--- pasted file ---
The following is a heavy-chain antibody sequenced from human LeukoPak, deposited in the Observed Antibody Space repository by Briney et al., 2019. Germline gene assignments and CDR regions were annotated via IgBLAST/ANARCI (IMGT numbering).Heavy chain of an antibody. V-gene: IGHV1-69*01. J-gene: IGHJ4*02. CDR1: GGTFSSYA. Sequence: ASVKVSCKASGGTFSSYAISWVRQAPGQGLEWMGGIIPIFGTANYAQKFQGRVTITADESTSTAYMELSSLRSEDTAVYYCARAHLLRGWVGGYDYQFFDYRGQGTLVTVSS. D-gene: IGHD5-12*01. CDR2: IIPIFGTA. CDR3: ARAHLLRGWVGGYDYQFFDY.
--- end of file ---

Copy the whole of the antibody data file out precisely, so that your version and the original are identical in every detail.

The following is a heavy-chain antibody sequenced from human LeukoPak, deposited in the Observed Antibody Space repository by Briney et al., 2019. Germline gene assignments and CDR regions were annotated via IgBLAST/ANARCI (IMGT numbering).Heavy chain of an antibody. V-gene: IGHV1-69*01. J-gene: IGHJ4*02. CDR1: GGTFSSYA. Sequence: ASVKVSCKASGGTFSSYAISWVRQAPGQGLEWMGGIIPIFGTANYAQKFQGRVTITADESTSTAYMELSSLRSEDTAVYYCARAHLLRGWVGGYDYQFFDYRGQGTLVTVSS. D-gene: IGHD5-12*01. CDR2: IIPIFGTA. CDR3: ARAHLLRGWVGGYDYQFFDY.